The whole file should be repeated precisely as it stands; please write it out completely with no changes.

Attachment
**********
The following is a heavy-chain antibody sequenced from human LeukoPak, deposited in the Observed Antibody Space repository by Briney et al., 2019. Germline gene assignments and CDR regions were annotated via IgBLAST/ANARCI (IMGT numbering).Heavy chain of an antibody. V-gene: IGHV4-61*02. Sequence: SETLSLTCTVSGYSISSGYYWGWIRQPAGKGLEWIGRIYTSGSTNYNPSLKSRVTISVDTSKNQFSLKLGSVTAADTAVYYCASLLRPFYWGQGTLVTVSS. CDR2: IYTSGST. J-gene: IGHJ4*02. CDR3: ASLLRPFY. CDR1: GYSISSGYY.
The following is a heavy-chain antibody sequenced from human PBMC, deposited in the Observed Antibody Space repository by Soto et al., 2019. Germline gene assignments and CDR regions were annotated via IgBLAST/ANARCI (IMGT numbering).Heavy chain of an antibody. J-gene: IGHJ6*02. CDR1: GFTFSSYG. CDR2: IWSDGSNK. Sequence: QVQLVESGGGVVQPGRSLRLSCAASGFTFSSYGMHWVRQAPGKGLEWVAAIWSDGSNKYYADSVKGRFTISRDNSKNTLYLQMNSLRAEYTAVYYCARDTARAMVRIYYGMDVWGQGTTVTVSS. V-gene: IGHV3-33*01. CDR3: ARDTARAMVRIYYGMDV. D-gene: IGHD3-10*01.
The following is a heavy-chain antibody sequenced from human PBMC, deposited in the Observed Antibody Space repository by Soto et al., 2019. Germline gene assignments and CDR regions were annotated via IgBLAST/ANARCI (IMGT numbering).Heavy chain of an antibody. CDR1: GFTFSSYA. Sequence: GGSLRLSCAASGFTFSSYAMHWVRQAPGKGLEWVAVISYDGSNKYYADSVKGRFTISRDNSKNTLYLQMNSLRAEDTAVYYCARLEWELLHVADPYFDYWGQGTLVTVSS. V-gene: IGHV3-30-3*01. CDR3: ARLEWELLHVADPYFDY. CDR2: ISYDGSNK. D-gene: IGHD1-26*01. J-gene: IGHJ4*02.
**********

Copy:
The following is a heavy-chain antibody sequenced from human LeukoPak, deposited in the Observed Antibody Space repository by Briney et al., 2019. Germline gene assignments and CDR regions were annotated via IgBLAST/ANARCI (IMGT numbering).Heavy chain of an antibody. V-gene: IGHV4-61*02. Sequence: SETLSLTCTVSGYSISSGYYWGWIRQPAGKGLEWIGRIYTSGSTNYNPSLKSRVTISVDTSKNQFSLKLGSVTAADTAVYYCASLLRPFYWGQGTLVTVSS. CDR2: IYTSGST. J-gene: IGHJ4*02. CDR3: ASLLRPFY. CDR1: GYSISSGYY.
The following is a heavy-chain antibody sequenced from human PBMC, deposited in the Observed Antibody Space repository by Soto et al., 2019. Germline gene assignments and CDR regions were annotated via IgBLAST/ANARCI (IMGT numbering).Heavy chain of an antibody. J-gene: IGHJ6*02. CDR1: GFTFSSYG. CDR2: IWSDGSNK. Sequence: QVQLVESGGGVVQPGRSLRLSCAASGFTFSSYGMHWVRQAPGKGLEWVAAIWSDGSNKYYADSVKGRFTISRDNSKNTLYLQMNSLRAEYTAVYYCARDTARAMVRIYYGMDVWGQGTTVTVSS. V-gene: IGHV3-33*01. CDR3: ARDTARAMVRIYYGMDV. D-gene: IGHD3-10*01.
The following is a heavy-chain antibody sequenced from human PBMC, deposited in the Observed Antibody Space repository by Soto et al., 2019. Germline gene assignments and CDR regions were annotated via IgBLAST/ANARCI (IMGT numbering).Heavy chain of an antibody. CDR1: GFTFSSYA. Sequence: GGSLRLSCAASGFTFSSYAMHWVRQAPGKGLEWVAVISYDGSNKYYADSVKGRFTISRDNSKNTLYLQMNSLRAEDTAVYYCARLEWELLHVADPYFDYWGQGTLVTVSS. V-gene: IGHV3-30-3*01. CDR3: ARLEWELLHVADPYFDY. CDR2: ISYDGSNK. D-gene: IGHD1-26*01. J-gene: IGHJ4*02.